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dc.contributor.authorIbarra, Sonia Natalie
dc.date.accessioned2021-11-29T03:27:47Z
dc.date.available2021-11-29T03:27:47Z
dc.date.issued2021-05
dc.identifier.urihttp://hdl.handle.net/11122/12552
dc.descriptionThesis (Ph.D.) University of Alaska Fairbanks, 2021en_US
dc.description.abstractComplex resource conflicts may benefit from the inclusion of social-ecological systems approaches that recognize the complex linkages between humans and their environment. Competition for shared shellfish resources by sea otters and humans in Southeast Alaska has caused food security concerns, cultural and economic losses, and uncertainty about the future of various fisheries, including rural subsistence-based fisheries. In rural Alaska Native communities, access to subsistence resources are critical to maintaining a way of life, with deeply rooted knowledge systems that are tied to the land, water, and natural resources. This dissertation documents Indigenous and local knowledge of Alaska Native customary and traditional food experts, sea otter hunters, and elders (hereafter harvest experts) to understand empirical observation and interpretations of restoring balance with sea otters. This work took place within the traditional territories of the Tlingit and Haida people of Southeast Alaska in four rural communities, Kake, Klawock, Craig, and Hydaburg. With Tribal leaders and harvest experts, my collaborators and I used a participatory framework that became a formal partnership to co-develop study goals, objectives, and methodology. Through a multiple evidence-based approach, I co-conducted semidirected and site visit interviews, structured questionnaires, mapping exercises, and participant observation in all four communities, and intertidal bivalve (shellfish) surveys in Hydaburg and Kake. Qualitative and quantitative approaches revealed local and Indigenous knowledge about sea otters caused changes to subsistence shellfish resources and harvesting patterns that included declines in availability and spatial extent of shellfish harvests, and shifts in shellfish harvest hotspots. Community adaptive strategies to observed shellfish declines include shifting harvest locations away from sea otter presence. Community management recommendations about restoring balance with sea otters include increasing sea otter hunting locally using spatially explicit techniques. Financial subsidies for sea otter hunters, creating local tanneries, legal changes to the Marine Mammal Protection Act, and market creation and development for sea otter handicrafts were noted as solutions to barriers of local implementation to management recommendations. Commercial and charter fisheries are other factors that have contributed to shellfish declines. Butter clam (Saxidomus gigantea) size and density declined with increased distance to community and increased sea otter activity near Hydaburg, demonstrating the influence of sea otters and human harvests on bivalve population dynamics. Application of these results about Indigenous knowledge, management, and governance systems to sea otter management in Alaska could create a more inclusive, equitable and community-driven management approach.en_US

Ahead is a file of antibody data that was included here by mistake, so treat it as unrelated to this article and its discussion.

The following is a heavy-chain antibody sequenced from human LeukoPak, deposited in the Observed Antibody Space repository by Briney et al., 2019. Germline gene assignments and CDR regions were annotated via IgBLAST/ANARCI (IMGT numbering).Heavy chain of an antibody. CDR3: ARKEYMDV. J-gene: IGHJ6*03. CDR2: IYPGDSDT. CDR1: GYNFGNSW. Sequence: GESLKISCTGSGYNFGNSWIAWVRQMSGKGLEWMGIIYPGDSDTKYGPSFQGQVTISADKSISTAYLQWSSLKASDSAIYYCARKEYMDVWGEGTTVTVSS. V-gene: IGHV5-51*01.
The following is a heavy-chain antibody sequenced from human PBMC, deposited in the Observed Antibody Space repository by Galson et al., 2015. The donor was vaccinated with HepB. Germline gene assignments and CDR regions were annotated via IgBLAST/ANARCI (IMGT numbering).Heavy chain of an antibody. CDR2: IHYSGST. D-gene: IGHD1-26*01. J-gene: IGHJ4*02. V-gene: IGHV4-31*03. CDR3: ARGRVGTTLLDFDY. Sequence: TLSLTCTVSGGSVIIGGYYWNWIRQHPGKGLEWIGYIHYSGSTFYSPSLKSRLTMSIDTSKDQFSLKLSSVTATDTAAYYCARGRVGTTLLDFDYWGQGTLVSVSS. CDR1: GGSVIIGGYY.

dc.description.sponsorshipNational Science Foundation (NSF) Coastal SEES grant (#1600230), Alaska Sea Grant (project R/111-03), National Institutes of Health (#UL1GM118991, TL4GM118992, RL5GM118990), NSF Graduate Research Program Fellowship, NSF Integrative Graduate Education and Research Training (IGERT) program Marine Ecosystem Sustainability in the Arctic and Subarctic (MESAS) Fellowship, Andrew W. Mellon Fellowship, Sustainable Southeast Partnership, American Fisheries Society Hutton Junior Fisheries Program, Alaska Conservation Fund, Alaska Native Fund, Sealaska Corporation, and Spruce Rooten_US
dc.description.tableofcontentsGeneral introduction -- Chapter 1: Documenting community observations and interpretations of reductions to customary and traditional shellfish resources among Indigenous communities in Southeast Alaska with sea otters -- Chapter 2: Two top predators and their interaction: Butter clam (Saxidomus giganteus) abundance and size distribution across indices of sea otter and human harvest -- Chapter 3: Community management recommendations and governance: Contemporary intersection of sea otters, indigenous communities, and shellfish in Southeast Alaska -- General Conclusion.en_US
dc.language.isoen_USen_US
dc.subjectBiologyen_US
dc.subjectSoutheast Alaskaen_US
dc.subjectShellfish as fooden_US
dc.subjectShellfish gatheringen_US
dc.subjectShellfish populationsen_US
dc.subjectPredationen_US
dc.subjectShellfishen_US
dc.subjectHabitaten_US
dc.subjectSea otteren_US
dc.subjectAnimal communitiesen_US
dc.subjectEthnobiologyen_US
dc.subjectEthnoecologyen_US
dc.subjectTraditional ecological knowledgeen_US
dc.subjectEthnoscienceen_US
dc.subjectSubsistence economyen_US
dc.subjectSubsistence fishingen_US
dc.subject.otherDoctor of Philosophy in Fisheriesen_US
dc.titleAddressing a complex resource conflict: humans, sea otters, and shellfish in Southeast Alaskaen_US
dc.typeThesisen_US
dc.type.degreephden_US
dc.identifier.departmentDepartment of Fisheriesen_US
dc.contributor.chairEckert, Ginny L.
dc.contributor.committeeMonteith, Daniel
dc.contributor.committeePyare, Sanjay
dc.contributor.committeeLangdon, Stephen J.
dc.contributor.committeeVanBlaricom, Glenn
refterms.dateFOA2021-11-29T03:27:48Z


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